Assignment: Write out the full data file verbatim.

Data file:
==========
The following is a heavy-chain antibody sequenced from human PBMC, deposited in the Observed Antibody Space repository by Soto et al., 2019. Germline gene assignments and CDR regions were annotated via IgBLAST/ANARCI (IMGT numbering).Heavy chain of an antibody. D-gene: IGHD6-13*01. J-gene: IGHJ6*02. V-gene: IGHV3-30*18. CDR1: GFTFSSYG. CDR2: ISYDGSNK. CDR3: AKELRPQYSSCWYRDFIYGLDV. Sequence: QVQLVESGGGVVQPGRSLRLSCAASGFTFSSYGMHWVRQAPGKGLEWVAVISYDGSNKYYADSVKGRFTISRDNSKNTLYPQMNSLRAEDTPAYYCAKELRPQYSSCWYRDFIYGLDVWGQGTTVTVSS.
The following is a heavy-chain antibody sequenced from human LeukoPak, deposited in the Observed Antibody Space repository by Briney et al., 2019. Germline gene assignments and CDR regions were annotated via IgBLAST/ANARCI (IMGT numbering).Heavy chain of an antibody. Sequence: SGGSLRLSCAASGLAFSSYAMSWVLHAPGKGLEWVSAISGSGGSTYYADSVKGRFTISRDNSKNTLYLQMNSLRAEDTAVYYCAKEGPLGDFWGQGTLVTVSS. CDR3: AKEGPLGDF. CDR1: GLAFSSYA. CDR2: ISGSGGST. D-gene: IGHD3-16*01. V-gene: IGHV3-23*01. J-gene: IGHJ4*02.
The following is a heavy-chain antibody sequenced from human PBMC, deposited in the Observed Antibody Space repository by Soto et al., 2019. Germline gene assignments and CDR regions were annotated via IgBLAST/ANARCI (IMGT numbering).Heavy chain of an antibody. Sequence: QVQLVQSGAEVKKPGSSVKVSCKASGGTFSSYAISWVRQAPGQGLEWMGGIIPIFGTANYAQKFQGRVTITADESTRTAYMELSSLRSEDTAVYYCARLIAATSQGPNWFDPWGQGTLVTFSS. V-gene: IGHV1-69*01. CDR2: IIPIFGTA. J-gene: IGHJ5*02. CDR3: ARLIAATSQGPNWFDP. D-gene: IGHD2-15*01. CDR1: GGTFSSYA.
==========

The following is a heavy-chain antibody sequenced from human PBMC, deposited in the Observed Antibody Space repository by Soto et al., 2019. Germline gene assignments and CDR regions were annotated via IgBLAST/ANARCI (IMGT numbering).Heavy chain of an antibody. D-gene: IGHD6-13*01. J-gene: IGHJ6*02. V-gene: IGHV3-30*18. CDR1: GFTFSSYG. CDR2: ISYDGSNK. CDR3: AKELRPQYSSCWYRDFIYGLDV. Sequence: QVQLVESGGGVVQPGRSLRLSCAASGFTFSSYGMHWVRQAPGKGLEWVAVISYDGSNKYYADSVKGRFTISRDNSKNTLYPQMNSLRAEDTPAYYCAKELRPQYSSCWYRDFIYGLDVWGQGTTVTVSS.
The following is a heavy-chain antibody sequenced from human LeukoPak, deposited in the Observed Antibody Space repository by Briney et al., 2019. Germline gene assignments and CDR regions were annotated via IgBLAST/ANARCI (IMGT numbering).Heavy chain of an antibody. Sequence: SGGSLRLSCAASGLAFSSYAMSWVLHAPGKGLEWVSAISGSGGSTYYADSVKGRFTISRDNSKNTLYLQMNSLRAEDTAVYYCAKEGPLGDFWGQGTLVTVSS. CDR3: AKEGPLGDF. CDR1: GLAFSSYA. CDR2: ISGSGGST. D-gene: IGHD3-16*01. V-gene: IGHV3-23*01. J-gene: IGHJ4*02.
The following is a heavy-chain antibody sequenced from human PBMC, deposited in the Observed Antibody Space repository by Soto et al., 2019. Germline gene assignments and CDR regions were annotated via IgBLAST/ANARCI (IMGT numbering).Heavy chain of an antibody. Sequence: QVQLVQSGAEVKKPGSSVKVSCKASGGTFSSYAISWVRQAPGQGLEWMGGIIPIFGTANYAQKFQGRVTITADESTRTAYMELSSLRSEDTAVYYCARLIAATSQGPNWFDPWGQGTLVTFSS. V-gene: IGHV1-69*01. CDR2: IIPIFGTA. J-gene: IGHJ5*02. CDR3: ARLIAATSQGPNWFDP. D-gene: IGHD2-15*01. CDR1: GGTFSSYA.